Who governs the ocean?

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Ocean Science in Action - Oceans of the future

5. Introduction to the Western Indian Ocean

5.3 Who governs the ocean?

Video duration - 06:04

Ocean governance includes the processes, agreements, rules, institutions, etc. developed to organise the way in which humans use the ocean and its resources.

Waters within the Exclusive Economic Zones of countries are regulated by the national governments.

Areas outside of the Exclusive Economic Zones, known also as Areas Beyond National Jurisdiction (ABNJ), are notoriously difficult to manage, with few laws to promote their protection. They comprise about 64% of total ocean surface area.

However, because they are beyond the remit of any single government to protect, they are subject to overexploitation, pollution and habitat degradation, which together are undermining vital Earth support systems. Under a principle of “Freedom of the Seas” of the United Nations Convention on the Law of the Sea (UNCLOS), states have a freedom of navigation, overflight, the laying of submarine cables and pipelines, the construction of artificial islands or installations, fishing and conduct of scientific research in the High Seas. Thus, ABNJ is particularly vulnerable to human activities as no single state has a legal or political mandate for its protection.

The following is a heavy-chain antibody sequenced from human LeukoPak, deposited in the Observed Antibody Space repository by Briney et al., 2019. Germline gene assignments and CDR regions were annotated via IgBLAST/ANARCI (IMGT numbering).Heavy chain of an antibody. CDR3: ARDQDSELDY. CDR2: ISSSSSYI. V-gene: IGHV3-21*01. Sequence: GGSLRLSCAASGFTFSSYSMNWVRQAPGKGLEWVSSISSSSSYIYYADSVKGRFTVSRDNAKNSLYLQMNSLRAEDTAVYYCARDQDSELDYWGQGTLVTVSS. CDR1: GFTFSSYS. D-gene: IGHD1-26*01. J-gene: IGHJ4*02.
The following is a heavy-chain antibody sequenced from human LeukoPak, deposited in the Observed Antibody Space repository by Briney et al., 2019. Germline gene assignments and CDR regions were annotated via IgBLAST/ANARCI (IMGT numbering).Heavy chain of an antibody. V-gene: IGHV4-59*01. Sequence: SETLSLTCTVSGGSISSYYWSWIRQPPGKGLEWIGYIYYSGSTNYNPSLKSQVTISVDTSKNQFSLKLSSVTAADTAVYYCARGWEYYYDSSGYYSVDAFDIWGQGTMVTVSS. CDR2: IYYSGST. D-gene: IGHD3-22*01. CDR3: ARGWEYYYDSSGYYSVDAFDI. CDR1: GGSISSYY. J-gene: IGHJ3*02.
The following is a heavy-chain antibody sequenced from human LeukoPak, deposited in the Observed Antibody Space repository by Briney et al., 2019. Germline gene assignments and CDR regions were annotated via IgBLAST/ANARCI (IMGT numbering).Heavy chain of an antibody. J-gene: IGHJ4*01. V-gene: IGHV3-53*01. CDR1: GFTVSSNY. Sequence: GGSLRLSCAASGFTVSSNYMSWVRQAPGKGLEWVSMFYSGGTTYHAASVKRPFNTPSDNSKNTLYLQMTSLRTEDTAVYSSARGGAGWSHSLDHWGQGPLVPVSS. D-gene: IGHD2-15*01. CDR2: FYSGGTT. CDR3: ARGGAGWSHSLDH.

In this video lecture you will find out more about why we need ocean governance and about some of the institutions governing the oceans.

Dr D.Obura - CORDIO, East Africa

Further Reading:

UNEP-Nairobi Convention and WIOMSA (2015). The Regional State of the Coast Report: Western Indian Ocean. UNEP and WIOMSA, Nairobi, Kenya, 546 pp.

See also:

Western Indian Ocean Futures
Find out more about the challenges that Western Indian Ocean countries face in “how to achieve successful economic growth, build social welfare and equity AND maintain the health of ocean ecosystems”

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